Since January, the price of Bitcoin has surged more than 90%, taking it over the symbolically, but not economically, meaningful $2,000 mark (at the time of writing it stands at $2,400). As so often happens when Bitcoin’s price breaks through a big round number, and especially when it coincides with a rapid acceleration in price momentum, it provokes a slew of media coverage decrying it as an intrinsically worthless financial instrument more akin to a Ponzi scheme. The near parabolic rise in Bitcoin’s price recently – see exhibit below – certainly does appear consistent with bubble dynamics.
Exhibit 1: Bitcoin Price – USD
Breaking Down the Bubble Argument
Despite the likelihood that there will be periodic (meaningful) pullbacks in Bitcoin’s price, there are several reasons to disagree with the bubble conclusion.
First off, it is simply incorrect that Bitcoin is nothing more than a technologically sophisticated Ponzi scheme. This perception mainly arises because positive returns from holding it are generated via future price appreciation. Hence, the naysayers argue Bitcoin relies on the “greater fool theory”.
The rationale for rejecting the Ponzi analogy is that unlike such schemes Bitcoin does have useful attributes. Even though it does not attract a nominal interest rate set at the discretion of the central issuing authority (i.e., government-backed central bank) like fiat money, and therefore generates a return via future price changes, it has many of the prerequisites of money. It is no more a Ponzi scheme than all the other fiat monies in existence whose usage is simply reflective of their common acceptance (aided, of course, by official compulsion as they are legally accepted means of extinguishing liabilities, especially tax).
Bitcoin is portable, divisible and a medium-of-exchange. Moreover, its acceptability – another prerequisite for money – is increasingly recognised by governments as evidenced by the recent passage of legislation by Japan’s Diet which brings virtual currency exchange operators under the purview of the Financial Services Agency. Such legislative changes have boosted demand from Japan, which many consider the key driver behind Bitcoin’s recent price surge.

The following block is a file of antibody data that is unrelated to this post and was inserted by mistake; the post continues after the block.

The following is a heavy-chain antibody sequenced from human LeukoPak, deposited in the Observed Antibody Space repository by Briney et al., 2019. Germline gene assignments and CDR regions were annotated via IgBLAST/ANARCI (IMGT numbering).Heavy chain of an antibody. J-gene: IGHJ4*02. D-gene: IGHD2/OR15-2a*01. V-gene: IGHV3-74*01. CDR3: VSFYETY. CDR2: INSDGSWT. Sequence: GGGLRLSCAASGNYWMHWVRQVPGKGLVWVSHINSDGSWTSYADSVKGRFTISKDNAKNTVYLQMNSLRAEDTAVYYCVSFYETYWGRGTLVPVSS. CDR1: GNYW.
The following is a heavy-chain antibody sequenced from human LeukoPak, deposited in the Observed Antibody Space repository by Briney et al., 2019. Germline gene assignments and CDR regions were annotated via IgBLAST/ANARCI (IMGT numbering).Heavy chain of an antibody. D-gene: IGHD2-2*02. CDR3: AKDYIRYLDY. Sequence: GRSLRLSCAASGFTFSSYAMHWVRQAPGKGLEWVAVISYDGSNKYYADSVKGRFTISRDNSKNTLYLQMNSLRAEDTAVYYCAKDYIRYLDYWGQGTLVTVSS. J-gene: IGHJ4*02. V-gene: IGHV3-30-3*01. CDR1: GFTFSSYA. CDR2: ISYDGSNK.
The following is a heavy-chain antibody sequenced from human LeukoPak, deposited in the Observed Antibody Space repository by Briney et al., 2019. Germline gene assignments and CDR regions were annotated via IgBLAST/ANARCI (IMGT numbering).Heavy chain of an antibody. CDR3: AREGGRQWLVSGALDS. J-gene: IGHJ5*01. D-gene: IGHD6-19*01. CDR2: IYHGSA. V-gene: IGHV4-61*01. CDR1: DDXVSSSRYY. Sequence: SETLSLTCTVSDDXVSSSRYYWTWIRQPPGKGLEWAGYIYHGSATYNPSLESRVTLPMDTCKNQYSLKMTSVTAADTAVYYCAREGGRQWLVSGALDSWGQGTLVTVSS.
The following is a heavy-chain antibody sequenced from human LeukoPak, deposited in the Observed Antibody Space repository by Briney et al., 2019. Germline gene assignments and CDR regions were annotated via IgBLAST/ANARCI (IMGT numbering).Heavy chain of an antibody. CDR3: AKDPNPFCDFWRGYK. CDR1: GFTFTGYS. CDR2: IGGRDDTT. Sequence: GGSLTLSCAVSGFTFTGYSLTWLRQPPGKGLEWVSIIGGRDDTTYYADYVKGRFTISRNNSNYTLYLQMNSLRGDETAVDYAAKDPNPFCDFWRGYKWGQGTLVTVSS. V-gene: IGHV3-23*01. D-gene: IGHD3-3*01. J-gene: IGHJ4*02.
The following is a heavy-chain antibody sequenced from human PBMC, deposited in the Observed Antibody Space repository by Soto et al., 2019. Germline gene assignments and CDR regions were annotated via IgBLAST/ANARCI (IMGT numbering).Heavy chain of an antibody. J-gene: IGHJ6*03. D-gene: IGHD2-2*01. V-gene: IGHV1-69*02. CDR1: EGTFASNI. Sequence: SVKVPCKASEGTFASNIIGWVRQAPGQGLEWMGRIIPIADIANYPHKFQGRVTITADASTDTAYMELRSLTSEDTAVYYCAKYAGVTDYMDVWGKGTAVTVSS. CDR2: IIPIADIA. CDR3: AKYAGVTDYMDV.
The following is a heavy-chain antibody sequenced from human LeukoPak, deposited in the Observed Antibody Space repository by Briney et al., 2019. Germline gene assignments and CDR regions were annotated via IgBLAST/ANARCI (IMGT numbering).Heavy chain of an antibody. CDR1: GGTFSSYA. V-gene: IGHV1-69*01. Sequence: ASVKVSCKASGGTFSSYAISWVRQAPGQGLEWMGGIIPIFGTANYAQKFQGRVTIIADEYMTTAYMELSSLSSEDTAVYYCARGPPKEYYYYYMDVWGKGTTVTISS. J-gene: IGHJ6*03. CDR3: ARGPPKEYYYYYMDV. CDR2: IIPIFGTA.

Critics of Bitcoin argue that its medium-of-exchange functionality is problematic for two key reasons. The first relates to Bitcoin’s structure which means there is limited transaction volume capacity – a maximum of 7 transactions per second which compares with thousands of transactions conducted globally over the same time interval. Regarding the issue of scalability, a look at Ethereum – another virtual currency whose price is soaring in value – some of the technical impediments to increasing transaction bandwidth may not be insurmountable, but at present, are clearly a constraining factor.
To understand the second issue with Bitcoin’s usefulness as a medium-of-exchange one must engage in a little intellectual detour and examine another of its key money attributes, one that is a direct result of one most misinterpreted aspects of its design: only 21m Bitcoins will be produced.
The (eventually) fixed supply feature has been described by some as a fatal design flaw because, in addition to making it an inherently deflationary monetary system, Bitcoin’s attractiveness as store-of-value is perceived as undermining its medium-of-exchange function.
Of these, the deflationary aspect is the least concerning to us. For this to be valid Bitcoin would have to supplant all existing fiat monies. This is impossible to image. Governments would not tolerate such an outcome, not to mention the obvious profit motives for creating additional virtual currencies as is already occurring.
In relation to Bitcoin’s usefulness as a medium-of-exchange, this critique is predicated on Gresham’s law that “bad money drives out good”. The underlying principle is given a choice to transact in a currency that is expected to depreciate or a currency that is expected to appreciate it is rational to use the former for transaction purposes and hoard the latter.